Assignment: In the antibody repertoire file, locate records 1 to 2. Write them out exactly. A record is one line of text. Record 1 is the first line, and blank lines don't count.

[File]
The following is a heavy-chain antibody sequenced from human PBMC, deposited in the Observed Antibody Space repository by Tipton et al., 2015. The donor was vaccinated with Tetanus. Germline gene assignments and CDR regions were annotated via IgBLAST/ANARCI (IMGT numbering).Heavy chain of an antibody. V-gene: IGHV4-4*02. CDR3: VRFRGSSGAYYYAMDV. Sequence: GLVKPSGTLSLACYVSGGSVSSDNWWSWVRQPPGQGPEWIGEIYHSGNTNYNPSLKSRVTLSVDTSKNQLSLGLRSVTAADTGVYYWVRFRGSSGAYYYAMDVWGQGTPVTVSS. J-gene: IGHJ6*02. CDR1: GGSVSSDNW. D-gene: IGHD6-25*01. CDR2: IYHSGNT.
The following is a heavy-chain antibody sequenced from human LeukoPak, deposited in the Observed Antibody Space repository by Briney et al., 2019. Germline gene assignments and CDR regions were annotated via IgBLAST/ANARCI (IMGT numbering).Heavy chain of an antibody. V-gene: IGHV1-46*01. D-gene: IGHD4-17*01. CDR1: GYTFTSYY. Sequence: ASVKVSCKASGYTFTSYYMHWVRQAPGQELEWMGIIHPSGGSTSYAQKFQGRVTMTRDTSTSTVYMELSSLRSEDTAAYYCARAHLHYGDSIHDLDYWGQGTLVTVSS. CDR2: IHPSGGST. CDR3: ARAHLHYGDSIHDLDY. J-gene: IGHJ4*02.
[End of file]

The following is a heavy-chain antibody sequenced from human PBMC, deposited in the Observed Antibody Space repository by Tipton et al., 2015. The donor was vaccinated with Tetanus. Germline gene assignments and CDR regions were annotated via IgBLAST/ANARCI (IMGT numbering).Heavy chain of an antibody. V-gene: IGHV4-4*02. CDR3: VRFRGSSGAYYYAMDV. Sequence: GLVKPSGTLSLACYVSGGSVSSDNWWSWVRQPPGQGPEWIGEIYHSGNTNYNPSLKSRVTLSVDTSKNQLSLGLRSVTAADTGVYYWVRFRGSSGAYYYAMDVWGQGTPVTVSS. J-gene: IGHJ6*02. CDR1: GGSVSSDNW. D-gene: IGHD6-25*01. CDR2: IYHSGNT.
The following is a heavy-chain antibody sequenced from human LeukoPak, deposited in the Observed Antibody Space repository by Briney et al., 2019. Germline gene assignments and CDR regions were annotated via IgBLAST/ANARCI (IMGT numbering).Heavy chain of an antibody. V-gene: IGHV1-46*01. D-gene: IGHD4-17*01. CDR1: GYTFTSYY. Sequence: ASVKVSCKASGYTFTSYYMHWVRQAPGQELEWMGIIHPSGGSTSYAQKFQGRVTMTRDTSTSTVYMELSSLRSEDTAAYYCARAHLHYGDSIHDLDYWGQGTLVTVSS. CDR2: IHPSGGST. CDR3: ARAHLHYGDSIHDLDY. J-gene: IGHJ4*02.